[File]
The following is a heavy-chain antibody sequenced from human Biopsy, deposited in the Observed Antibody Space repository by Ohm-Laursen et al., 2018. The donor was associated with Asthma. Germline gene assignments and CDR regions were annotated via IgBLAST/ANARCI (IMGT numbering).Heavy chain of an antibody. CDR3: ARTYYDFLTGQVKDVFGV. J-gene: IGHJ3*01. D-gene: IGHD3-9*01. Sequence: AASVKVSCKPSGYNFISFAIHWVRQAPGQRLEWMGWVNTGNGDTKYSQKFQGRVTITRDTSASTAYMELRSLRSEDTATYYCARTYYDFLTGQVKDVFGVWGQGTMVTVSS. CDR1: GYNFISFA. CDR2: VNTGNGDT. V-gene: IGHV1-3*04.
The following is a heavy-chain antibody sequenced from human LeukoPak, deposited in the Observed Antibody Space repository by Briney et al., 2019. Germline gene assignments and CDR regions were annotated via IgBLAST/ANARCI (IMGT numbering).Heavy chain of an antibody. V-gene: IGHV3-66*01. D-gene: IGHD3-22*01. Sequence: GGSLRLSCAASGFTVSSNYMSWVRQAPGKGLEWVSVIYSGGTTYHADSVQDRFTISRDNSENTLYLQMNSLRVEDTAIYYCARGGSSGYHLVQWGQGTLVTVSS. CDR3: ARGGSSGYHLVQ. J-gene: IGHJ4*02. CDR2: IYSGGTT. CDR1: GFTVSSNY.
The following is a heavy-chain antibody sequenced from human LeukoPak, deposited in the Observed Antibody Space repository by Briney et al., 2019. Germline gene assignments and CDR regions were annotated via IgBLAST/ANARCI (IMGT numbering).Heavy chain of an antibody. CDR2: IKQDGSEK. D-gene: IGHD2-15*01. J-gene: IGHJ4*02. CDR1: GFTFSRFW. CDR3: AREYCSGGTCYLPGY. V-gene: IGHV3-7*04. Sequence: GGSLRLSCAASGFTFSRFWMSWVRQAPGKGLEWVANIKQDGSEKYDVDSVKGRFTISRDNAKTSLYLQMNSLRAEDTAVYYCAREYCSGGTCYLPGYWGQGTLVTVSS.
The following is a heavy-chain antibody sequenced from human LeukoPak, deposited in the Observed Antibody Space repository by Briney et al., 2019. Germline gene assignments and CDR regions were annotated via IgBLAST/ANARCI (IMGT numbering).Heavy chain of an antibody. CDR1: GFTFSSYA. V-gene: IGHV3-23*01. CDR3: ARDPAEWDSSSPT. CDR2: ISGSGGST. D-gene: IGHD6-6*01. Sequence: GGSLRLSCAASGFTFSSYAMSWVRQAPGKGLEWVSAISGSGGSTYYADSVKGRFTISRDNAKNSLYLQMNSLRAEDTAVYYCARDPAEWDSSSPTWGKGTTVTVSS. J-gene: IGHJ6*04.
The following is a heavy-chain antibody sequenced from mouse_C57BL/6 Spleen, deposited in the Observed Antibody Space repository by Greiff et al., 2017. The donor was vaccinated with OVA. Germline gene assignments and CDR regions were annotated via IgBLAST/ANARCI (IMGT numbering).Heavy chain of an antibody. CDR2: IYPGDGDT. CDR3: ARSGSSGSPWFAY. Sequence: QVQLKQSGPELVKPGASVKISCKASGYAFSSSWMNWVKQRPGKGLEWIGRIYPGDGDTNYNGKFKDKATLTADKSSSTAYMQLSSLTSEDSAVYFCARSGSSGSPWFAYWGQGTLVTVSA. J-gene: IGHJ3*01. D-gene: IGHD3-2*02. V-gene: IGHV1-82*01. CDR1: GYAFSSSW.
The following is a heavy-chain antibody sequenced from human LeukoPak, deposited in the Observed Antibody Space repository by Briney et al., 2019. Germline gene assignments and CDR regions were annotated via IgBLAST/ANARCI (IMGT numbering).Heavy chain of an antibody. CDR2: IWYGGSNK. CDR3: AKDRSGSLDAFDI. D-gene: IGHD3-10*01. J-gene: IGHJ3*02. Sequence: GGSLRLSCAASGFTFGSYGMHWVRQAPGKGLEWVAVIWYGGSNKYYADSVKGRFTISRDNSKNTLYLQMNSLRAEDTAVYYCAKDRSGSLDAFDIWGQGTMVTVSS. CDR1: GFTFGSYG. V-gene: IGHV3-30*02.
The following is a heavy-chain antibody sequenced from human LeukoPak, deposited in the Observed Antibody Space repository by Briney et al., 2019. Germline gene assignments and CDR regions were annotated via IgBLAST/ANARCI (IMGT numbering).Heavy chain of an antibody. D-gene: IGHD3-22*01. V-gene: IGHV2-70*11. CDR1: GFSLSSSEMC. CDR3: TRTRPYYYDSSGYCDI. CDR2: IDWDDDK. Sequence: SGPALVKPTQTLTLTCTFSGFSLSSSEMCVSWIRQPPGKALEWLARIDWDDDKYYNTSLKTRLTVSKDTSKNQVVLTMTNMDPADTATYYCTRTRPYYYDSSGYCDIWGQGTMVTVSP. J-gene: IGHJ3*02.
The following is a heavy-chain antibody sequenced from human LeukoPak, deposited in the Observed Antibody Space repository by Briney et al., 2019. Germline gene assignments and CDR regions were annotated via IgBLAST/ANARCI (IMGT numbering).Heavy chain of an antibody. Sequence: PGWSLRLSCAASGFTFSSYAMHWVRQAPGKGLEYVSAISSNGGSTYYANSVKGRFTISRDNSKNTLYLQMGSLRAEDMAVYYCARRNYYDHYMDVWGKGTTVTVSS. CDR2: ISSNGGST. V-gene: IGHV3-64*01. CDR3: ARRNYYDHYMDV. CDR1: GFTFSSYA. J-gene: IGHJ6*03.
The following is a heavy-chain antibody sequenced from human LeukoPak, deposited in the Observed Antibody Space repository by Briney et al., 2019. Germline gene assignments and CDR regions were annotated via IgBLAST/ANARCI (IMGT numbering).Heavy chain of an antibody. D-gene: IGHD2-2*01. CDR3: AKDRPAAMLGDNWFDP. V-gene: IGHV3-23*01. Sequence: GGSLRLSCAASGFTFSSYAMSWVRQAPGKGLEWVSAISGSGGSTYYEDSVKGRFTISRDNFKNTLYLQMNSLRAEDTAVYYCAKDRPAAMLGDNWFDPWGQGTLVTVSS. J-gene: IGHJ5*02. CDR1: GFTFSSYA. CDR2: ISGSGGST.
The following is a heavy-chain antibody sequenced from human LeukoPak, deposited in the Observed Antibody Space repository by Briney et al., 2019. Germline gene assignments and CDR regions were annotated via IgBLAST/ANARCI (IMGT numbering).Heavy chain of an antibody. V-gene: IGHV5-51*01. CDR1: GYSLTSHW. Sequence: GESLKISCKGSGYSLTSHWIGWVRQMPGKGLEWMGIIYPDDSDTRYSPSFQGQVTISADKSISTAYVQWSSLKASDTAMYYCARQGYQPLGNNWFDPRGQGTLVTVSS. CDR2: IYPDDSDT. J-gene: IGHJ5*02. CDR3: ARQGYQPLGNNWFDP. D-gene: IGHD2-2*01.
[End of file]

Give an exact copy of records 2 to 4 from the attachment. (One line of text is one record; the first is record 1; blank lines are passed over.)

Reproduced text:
The following is a heavy-chain antibody sequenced from human LeukoPak, deposited in the Observed Antibody Space repository by Briney et al., 2019. Germline gene assignments and CDR regions were annotated via IgBLAST/ANARCI (IMGT numbering).Heavy chain of an antibody. V-gene: IGHV3-66*01. D-gene: IGHD3-22*01. Sequence: GGSLRLSCAASGFTVSSNYMSWVRQAPGKGLEWVSVIYSGGTTYHADSVQDRFTISRDNSENTLYLQMNSLRVEDTAIYYCARGGSSGYHLVQWGQGTLVTVSS. CDR3: ARGGSSGYHLVQ. J-gene: IGHJ4*02. CDR2: IYSGGTT. CDR1: GFTVSSNY.
The following is a heavy-chain antibody sequenced from human LeukoPak, deposited in the Observed Antibody Space repository by Briney et al., 2019. Germline gene assignments and CDR regions were annotated via IgBLAST/ANARCI (IMGT numbering).Heavy chain of an antibody. CDR2: IKQDGSEK. D-gene: IGHD2-15*01. J-gene: IGHJ4*02. CDR1: GFTFSRFW. CDR3: AREYCSGGTCYLPGY. V-gene: IGHV3-7*04. Sequence: GGSLRLSCAASGFTFSRFWMSWVRQAPGKGLEWVANIKQDGSEKYDVDSVKGRFTISRDNAKTSLYLQMNSLRAEDTAVYYCAREYCSGGTCYLPGYWGQGTLVTVSS.
The following is a heavy-chain antibody sequenced from human LeukoPak, deposited in the Observed Antibody Space repository by Briney et al., 2019. Germline gene assignments and CDR regions were annotated via IgBLAST/ANARCI (IMGT numbering).Heavy chain of an antibody. CDR1: GFTFSSYA. V-gene: IGHV3-23*01. CDR3: ARDPAEWDSSSPT. CDR2: ISGSGGST. D-gene: IGHD6-6*01. Sequence: GGSLRLSCAASGFTFSSYAMSWVRQAPGKGLEWVSAISGSGGSTYYADSVKGRFTISRDNAKNSLYLQMNSLRAEDTAVYYCARDPAEWDSSSPTWGKGTTVTVSS. J-gene: IGHJ6*04.